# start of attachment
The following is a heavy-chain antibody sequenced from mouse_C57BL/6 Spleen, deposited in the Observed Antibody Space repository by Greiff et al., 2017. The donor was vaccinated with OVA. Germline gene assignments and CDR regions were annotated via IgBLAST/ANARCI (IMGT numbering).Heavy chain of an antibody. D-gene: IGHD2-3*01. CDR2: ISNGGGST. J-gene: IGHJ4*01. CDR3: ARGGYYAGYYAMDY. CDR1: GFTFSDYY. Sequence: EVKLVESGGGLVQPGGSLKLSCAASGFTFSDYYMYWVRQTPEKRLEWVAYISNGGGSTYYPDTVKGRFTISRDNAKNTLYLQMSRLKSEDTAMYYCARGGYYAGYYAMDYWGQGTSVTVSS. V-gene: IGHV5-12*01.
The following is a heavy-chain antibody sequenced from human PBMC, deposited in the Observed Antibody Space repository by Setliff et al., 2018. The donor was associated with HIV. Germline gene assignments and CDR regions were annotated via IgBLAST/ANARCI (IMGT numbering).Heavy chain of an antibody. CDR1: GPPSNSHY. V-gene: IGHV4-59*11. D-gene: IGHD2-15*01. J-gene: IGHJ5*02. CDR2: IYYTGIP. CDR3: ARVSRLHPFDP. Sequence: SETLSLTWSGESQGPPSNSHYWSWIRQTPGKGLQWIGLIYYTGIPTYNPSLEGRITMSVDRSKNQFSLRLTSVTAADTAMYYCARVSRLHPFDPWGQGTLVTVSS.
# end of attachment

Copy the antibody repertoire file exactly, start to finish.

The following is a heavy-chain antibody sequenced from mouse_C57BL/6 Spleen, deposited in the Observed Antibody Space repository by Greiff et al., 2017. The donor was vaccinated with OVA. Germline gene assignments and CDR regions were annotated via IgBLAST/ANARCI (IMGT numbering).Heavy chain of an antibody. D-gene: IGHD2-3*01. CDR2: ISNGGGST. J-gene: IGHJ4*01. CDR3: ARGGYYAGYYAMDY. CDR1: GFTFSDYY. Sequence: EVKLVESGGGLVQPGGSLKLSCAASGFTFSDYYMYWVRQTPEKRLEWVAYISNGGGSTYYPDTVKGRFTISRDNAKNTLYLQMSRLKSEDTAMYYCARGGYYAGYYAMDYWGQGTSVTVSS. V-gene: IGHV5-12*01.
The following is a heavy-chain antibody sequenced from human PBMC, deposited in the Observed Antibody Space repository by Setliff et al., 2018. The donor was associated with HIV. Germline gene assignments and CDR regions were annotated via IgBLAST/ANARCI (IMGT numbering).Heavy chain of an antibody. CDR1: GPPSNSHY. V-gene: IGHV4-59*11. D-gene: IGHD2-15*01. J-gene: IGHJ5*02. CDR2: IYYTGIP. CDR3: ARVSRLHPFDP. Sequence: SETLSLTWSGESQGPPSNSHYWSWIRQTPGKGLQWIGLIYYTGIPTYNPSLEGRITMSVDRSKNQFSLRLTSVTAADTAMYYCARVSRLHPFDPWGQGTLVTVSS.